Seasonal vegetation response to climate change in the Northern Hemisphere (1982-2013) Academic Article uri icon


  • 2016 This study investigated vegetation response to climate change exhibited by temperature, soil moisture, and solar radiation at Northern Hemisphere (NH) scale during the growing season and seasonal periods by analyzing satellite observations of vegetation activity and climatic data for a period of 19822013. Generally, About 75.8% of NH was dominated by increasing NDVI3g during growing season in 19822013, and 50.7% significantly increase. Autumn NDVI3g is the main cause, with 77.7% increase (45.0% significantly increase). The increasing tendency of greenness was stalled and even shifted to vegetation browning after 19941997 specifically in Central Europe, Northern North America, and Central Siberia. NDVI3g increase during the growing season shifts from 0.017 year 1 to 0.006 year 1 , which mainly due to decreased spring NDVI3g and slowdown of summer NDVI3g increase. Specifically, three time intervals were identified with relatively peak NDVI3g, i.e., 1990, 1997 and 2010, and three time intervals with trough NDVI3g, i.e., 1983, 19921994, 20022005. The factors potentially influencing vegetation growth in different parts of NH are complex and varied. Temperature is recognized as the critical factor behind vegetation greenness in high latitudes especially for spring and autumn temperature, in North America and Siberia. Soil moisture is the key factor influencing vegetation growth in central Canada, eastern USA and western Africa. And solar radiation is corresponding to vegetation trend in North part of North America, eastern China. This study helps identify key factors for vegetation changes and understand vegetation response to climate change at NH scale.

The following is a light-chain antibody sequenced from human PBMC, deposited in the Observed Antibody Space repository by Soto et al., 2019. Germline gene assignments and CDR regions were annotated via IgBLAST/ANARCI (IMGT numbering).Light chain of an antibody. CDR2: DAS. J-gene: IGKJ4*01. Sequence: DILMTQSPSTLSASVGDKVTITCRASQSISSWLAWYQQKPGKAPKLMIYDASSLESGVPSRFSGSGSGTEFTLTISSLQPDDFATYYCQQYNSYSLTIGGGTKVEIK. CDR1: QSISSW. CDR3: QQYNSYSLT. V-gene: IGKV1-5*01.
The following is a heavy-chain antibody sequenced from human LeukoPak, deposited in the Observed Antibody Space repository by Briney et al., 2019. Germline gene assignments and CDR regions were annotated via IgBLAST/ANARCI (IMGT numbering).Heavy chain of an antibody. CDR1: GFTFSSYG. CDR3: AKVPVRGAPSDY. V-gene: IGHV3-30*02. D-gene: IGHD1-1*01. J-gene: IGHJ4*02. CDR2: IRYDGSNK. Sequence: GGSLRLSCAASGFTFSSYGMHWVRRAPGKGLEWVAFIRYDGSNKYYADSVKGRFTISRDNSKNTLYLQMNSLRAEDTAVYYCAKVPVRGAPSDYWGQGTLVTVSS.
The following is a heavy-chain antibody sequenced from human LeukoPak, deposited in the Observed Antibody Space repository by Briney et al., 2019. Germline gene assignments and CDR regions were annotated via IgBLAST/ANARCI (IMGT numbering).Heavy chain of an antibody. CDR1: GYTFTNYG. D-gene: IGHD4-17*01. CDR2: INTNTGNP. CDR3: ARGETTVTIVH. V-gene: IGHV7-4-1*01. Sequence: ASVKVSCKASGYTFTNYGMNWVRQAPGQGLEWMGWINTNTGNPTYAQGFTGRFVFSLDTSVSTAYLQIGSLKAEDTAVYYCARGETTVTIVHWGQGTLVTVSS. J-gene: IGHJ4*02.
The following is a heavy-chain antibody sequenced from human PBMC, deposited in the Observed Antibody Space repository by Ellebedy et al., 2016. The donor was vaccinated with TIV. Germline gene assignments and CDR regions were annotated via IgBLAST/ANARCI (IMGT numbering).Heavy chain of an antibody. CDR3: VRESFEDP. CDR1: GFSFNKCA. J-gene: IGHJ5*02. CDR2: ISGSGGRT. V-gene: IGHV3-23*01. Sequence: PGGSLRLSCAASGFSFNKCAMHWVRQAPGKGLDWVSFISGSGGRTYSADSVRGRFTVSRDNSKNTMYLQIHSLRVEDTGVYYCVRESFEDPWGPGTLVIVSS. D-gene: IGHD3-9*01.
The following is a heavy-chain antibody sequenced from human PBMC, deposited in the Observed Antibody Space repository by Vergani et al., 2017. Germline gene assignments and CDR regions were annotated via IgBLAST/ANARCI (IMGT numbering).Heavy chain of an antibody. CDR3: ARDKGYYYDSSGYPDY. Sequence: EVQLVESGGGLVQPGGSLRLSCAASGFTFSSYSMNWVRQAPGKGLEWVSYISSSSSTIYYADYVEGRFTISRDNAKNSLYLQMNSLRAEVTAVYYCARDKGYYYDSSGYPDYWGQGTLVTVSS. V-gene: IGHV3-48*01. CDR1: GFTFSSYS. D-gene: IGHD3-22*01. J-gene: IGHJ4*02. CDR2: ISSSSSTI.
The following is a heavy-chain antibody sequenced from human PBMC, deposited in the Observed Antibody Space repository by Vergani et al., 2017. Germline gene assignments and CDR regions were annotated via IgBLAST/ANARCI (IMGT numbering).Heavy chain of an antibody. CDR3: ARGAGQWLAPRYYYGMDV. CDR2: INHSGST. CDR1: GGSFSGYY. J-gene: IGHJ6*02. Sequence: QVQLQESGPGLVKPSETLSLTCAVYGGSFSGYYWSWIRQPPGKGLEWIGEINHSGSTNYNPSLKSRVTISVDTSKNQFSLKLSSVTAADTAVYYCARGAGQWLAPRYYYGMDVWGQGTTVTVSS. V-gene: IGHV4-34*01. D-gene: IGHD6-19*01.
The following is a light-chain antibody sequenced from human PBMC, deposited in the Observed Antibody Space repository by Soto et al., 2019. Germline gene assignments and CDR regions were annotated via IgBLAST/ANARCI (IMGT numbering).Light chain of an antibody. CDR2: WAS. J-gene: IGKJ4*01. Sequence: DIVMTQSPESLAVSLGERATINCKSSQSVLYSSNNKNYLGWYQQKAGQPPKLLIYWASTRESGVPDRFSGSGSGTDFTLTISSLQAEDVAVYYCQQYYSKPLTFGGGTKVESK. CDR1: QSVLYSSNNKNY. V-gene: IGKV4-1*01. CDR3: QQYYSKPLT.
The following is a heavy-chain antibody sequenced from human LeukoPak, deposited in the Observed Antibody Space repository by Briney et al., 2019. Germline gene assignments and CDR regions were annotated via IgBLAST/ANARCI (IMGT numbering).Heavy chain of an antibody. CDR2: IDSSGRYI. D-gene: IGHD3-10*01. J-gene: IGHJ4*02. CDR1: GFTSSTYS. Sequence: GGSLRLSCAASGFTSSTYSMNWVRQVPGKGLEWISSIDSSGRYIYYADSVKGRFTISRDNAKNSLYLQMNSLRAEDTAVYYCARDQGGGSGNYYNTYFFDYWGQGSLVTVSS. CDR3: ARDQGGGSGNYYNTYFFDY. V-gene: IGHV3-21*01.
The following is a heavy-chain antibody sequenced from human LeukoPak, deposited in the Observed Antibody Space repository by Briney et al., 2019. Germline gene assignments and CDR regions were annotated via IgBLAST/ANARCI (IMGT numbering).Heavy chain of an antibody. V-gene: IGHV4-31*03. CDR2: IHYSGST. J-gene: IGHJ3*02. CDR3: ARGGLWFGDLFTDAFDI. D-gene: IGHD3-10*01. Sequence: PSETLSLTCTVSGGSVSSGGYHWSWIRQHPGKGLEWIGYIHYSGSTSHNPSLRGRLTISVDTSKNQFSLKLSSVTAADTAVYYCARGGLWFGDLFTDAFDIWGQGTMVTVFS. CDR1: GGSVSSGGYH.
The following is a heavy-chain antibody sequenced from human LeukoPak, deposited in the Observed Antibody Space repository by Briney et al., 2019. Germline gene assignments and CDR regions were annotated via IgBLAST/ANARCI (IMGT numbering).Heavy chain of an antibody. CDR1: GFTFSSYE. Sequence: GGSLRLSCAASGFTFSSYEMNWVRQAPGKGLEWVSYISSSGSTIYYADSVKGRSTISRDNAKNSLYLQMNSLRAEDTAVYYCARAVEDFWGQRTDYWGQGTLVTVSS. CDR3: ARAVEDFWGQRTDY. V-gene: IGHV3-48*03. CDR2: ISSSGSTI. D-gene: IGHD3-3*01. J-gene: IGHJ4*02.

published proceedings


altmetric score

  • 3.35

author list (cited authors)

  • Kong, D., Zhang, Q., Singh, V. P., & Shi, P.

citation count

  • 98

complete list of authors

  • Kong, Dongdong||Zhang, Qiang||Singh, Vijay P||Shi, Peijun

publication date

  • January 2017